KEY FINDING 14. Rising temperatures across Canada, along with changes in other climatic variables over the past 50 years, have had both direct and indirect impacts on biodiversity in terrestrial, freshwater, and marine systems.
This key finding is divided into four sections:
- Key finding overview (this page)
- Climate trends for Canada
- Earlier springs lead to changes in timing of bird migration and nesting
- Warmer temperatures lead to changes in the tundra biome
Climate change includes a rise in global temperatures and more frequent extreme weather events, due to human activities that alter the chemical composition of the atmosphere through the buildup of greenhouse gases that trap heat and radiate it back to the earth’s surface.1 Climate change is important because climate shapes the distribution of organisms and the nature and character of ecosystems.2 Projected increases in temperature may exceed biological tolerances for many species and ecosystems in Canada, resulting in decreased capacity to recover from disturbances and increased risk of extinction for many species.3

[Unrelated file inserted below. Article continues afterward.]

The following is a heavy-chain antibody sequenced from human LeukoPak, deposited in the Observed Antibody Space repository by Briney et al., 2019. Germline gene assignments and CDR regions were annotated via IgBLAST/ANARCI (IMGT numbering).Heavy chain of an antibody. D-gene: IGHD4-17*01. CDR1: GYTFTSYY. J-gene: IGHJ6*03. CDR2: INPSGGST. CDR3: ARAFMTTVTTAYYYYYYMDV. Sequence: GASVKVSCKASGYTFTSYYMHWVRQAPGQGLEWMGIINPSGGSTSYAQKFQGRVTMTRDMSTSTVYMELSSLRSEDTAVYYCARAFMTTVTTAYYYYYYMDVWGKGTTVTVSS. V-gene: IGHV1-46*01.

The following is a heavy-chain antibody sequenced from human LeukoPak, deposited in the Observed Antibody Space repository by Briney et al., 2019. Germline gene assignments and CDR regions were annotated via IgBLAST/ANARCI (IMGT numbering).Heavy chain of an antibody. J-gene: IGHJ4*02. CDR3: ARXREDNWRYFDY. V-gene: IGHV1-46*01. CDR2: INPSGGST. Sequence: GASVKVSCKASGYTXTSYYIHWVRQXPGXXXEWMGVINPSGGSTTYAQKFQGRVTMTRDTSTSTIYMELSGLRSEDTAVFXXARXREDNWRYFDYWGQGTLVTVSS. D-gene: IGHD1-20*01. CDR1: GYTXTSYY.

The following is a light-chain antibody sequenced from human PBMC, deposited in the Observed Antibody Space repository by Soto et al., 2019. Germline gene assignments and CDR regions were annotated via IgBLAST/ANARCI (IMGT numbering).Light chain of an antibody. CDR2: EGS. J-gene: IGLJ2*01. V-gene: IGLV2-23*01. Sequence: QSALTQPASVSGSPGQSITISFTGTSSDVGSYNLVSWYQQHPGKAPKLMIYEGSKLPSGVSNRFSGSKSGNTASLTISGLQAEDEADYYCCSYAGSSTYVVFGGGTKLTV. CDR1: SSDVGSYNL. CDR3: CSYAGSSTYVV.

Climate change affects all aspects of ecosystems and is at least part of the story in many of this report’s key findings.
Research provides us with understanding of how climate change affects ecosystems. Global climate models provide us with projections for future climates. Evidence of trends and abrupt changes, early warnings of deviations from established patterns, and local observations of ecological change, show us that impacts are happening now.
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